The purpose of this paper is to compare patterns of impression management in two organizational systems, namely, organic and mechanistic.
Qualitative data were gathered from 23 employees by means of in‐depth, semi‐structured interviews. In addition, questionnaires pertaining to the use of impression management strategies toward superiors and peers were given to 208 employees from military and R&D organizations.
The results suggest that employees in mechanistic systems engage more in impression management behavior and direct their efforts more often toward their superiors than toward their peers, most frequently by using the strategy of “Ingratiation”. On the other hand, employees in the organic system sample use impression management to a lesser extent, and they direct it more equally toward superiors and peers. Their predominant strategy is “Initiation.” These results are discussed in light of the differences in the norms and structural characteristics of the two organizational systems.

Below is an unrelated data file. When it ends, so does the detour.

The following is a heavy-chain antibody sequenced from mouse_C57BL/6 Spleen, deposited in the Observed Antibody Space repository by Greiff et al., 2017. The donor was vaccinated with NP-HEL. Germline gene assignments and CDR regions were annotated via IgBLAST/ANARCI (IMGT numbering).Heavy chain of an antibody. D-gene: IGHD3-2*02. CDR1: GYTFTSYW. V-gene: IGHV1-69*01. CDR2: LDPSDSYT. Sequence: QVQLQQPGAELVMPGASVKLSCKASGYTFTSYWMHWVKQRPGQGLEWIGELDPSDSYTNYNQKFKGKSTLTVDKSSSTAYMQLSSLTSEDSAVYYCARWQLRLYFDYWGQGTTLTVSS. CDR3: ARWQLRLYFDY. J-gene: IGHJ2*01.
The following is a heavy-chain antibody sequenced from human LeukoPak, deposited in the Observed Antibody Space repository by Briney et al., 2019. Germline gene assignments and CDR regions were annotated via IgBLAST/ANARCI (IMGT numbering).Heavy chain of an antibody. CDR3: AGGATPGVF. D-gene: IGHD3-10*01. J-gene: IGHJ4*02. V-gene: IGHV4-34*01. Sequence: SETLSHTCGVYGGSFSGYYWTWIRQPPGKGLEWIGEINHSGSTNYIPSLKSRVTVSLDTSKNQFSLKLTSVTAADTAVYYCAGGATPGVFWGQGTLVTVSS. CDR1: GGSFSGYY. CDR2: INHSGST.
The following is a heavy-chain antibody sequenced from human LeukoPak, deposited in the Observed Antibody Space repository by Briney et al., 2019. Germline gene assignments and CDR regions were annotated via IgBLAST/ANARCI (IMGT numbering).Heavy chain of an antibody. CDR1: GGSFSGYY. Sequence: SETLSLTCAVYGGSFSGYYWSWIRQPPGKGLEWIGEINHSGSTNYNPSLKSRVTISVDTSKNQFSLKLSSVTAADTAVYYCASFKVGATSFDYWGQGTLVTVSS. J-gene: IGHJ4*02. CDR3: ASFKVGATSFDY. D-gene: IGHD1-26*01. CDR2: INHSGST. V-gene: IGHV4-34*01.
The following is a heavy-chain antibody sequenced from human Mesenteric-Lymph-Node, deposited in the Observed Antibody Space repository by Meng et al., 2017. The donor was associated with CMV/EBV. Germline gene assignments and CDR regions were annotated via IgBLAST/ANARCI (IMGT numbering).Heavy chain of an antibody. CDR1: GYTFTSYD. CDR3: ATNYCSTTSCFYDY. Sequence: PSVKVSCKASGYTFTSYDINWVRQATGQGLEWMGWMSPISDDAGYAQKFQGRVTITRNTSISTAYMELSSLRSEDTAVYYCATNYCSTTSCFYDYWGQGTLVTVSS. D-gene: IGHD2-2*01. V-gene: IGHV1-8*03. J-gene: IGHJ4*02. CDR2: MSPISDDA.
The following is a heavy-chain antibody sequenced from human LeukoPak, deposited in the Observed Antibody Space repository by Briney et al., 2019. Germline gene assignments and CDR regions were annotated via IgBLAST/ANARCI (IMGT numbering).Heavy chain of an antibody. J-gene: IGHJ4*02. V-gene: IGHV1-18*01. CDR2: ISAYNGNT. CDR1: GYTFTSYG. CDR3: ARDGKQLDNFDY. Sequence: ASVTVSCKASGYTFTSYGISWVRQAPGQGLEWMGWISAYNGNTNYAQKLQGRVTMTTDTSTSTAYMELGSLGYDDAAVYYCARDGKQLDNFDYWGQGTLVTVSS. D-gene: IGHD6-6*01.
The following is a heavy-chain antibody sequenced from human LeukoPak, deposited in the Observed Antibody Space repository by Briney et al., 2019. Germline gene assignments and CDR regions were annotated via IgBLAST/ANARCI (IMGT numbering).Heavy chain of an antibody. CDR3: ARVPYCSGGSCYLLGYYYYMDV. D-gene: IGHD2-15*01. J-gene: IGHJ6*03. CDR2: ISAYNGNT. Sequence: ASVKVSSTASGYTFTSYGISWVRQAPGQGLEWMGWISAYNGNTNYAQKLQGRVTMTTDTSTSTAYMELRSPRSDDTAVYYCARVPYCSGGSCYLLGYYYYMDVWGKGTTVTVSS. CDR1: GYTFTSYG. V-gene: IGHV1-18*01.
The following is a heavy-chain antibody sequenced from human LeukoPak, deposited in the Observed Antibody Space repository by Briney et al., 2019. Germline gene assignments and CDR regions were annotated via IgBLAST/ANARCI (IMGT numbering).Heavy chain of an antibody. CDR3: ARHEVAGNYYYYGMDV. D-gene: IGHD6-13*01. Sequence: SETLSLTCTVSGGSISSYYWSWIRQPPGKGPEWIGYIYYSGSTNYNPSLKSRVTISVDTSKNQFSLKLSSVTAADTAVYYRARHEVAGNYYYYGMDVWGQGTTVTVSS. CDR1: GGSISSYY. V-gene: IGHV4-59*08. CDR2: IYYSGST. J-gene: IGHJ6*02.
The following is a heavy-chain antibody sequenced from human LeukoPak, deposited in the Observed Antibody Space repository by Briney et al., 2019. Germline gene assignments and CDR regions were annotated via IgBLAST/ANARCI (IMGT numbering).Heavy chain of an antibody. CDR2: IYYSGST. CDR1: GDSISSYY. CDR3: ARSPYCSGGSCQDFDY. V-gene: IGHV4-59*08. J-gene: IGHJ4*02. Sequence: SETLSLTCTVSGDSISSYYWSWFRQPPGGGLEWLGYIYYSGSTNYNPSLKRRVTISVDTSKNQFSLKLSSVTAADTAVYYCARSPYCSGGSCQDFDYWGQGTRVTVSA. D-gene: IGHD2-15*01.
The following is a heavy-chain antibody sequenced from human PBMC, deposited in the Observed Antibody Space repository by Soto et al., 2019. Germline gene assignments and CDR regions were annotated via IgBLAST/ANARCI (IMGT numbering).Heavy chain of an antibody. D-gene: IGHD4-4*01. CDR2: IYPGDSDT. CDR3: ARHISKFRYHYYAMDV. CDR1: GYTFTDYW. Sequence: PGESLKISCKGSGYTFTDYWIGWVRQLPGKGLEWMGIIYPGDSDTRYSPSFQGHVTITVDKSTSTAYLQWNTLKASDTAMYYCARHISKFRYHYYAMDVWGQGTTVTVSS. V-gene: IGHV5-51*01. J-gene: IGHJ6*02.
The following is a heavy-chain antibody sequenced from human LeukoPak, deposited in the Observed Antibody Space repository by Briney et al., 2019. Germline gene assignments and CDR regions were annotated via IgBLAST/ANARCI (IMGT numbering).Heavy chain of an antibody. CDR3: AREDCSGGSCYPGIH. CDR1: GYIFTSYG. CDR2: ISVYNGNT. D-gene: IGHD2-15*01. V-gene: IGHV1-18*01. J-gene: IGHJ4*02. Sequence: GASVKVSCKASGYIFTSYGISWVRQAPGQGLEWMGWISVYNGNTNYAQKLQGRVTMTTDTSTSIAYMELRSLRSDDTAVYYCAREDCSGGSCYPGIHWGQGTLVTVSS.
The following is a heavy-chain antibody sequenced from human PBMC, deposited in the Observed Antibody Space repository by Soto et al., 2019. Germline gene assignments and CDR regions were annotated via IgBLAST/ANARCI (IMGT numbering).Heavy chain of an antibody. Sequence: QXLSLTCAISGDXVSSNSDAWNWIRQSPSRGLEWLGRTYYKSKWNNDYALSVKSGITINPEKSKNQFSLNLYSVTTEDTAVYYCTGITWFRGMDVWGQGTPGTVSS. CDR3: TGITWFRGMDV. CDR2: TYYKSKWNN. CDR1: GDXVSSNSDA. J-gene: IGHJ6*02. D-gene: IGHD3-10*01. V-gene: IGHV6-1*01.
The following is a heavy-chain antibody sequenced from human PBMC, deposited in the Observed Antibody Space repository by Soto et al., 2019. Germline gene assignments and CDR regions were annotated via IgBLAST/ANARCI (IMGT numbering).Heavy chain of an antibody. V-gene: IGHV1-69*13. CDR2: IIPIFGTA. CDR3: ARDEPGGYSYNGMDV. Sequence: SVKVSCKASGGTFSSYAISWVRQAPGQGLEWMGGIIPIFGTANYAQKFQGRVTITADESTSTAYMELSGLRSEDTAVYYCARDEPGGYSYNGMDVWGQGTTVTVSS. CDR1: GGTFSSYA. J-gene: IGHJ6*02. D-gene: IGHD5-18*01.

The mechanistic system was represented by a military organization and there is disproportionate representation of males in the survey sample.
The paper demonstrates the importance of the specific characteristics of an organizational system in shaping employees' impression management behavior.
Drory, A. and Zaidman, N. (2007), "Impression management behavior: effects of the organizational system", Journal of Managerial Psychology, Vol. 22 No. 3, pp. 290-308. https://doi.org/10.1108/02683940710733106Download as .RIS
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